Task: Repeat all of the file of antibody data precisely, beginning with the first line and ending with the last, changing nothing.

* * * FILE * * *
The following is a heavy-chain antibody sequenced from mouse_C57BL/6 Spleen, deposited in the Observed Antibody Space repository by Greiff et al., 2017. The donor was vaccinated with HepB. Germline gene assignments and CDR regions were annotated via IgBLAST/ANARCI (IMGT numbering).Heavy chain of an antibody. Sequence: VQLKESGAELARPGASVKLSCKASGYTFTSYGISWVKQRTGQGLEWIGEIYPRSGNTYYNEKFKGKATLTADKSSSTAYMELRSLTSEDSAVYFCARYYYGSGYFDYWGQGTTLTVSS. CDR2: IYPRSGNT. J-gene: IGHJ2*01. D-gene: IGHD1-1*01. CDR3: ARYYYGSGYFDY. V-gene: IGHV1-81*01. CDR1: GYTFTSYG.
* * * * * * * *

The following is a heavy-chain antibody sequenced from mouse_C57BL/6 Spleen, deposited in the Observed Antibody Space repository by Greiff et al., 2017. The donor was vaccinated with HepB. Germline gene assignments and CDR regions were annotated via IgBLAST/ANARCI (IMGT numbering).Heavy chain of an antibody. Sequence: VQLKESGAELARPGASVKLSCKASGYTFTSYGISWVKQRTGQGLEWIGEIYPRSGNTYYNEKFKGKATLTADKSSSTAYMELRSLTSEDSAVYFCARYYYGSGYFDYWGQGTTLTVSS. CDR2: IYPRSGNT. J-gene: IGHJ2*01. D-gene: IGHD1-1*01. CDR3: ARYYYGSGYFDY. V-gene: IGHV1-81*01. CDR1: GYTFTSYG.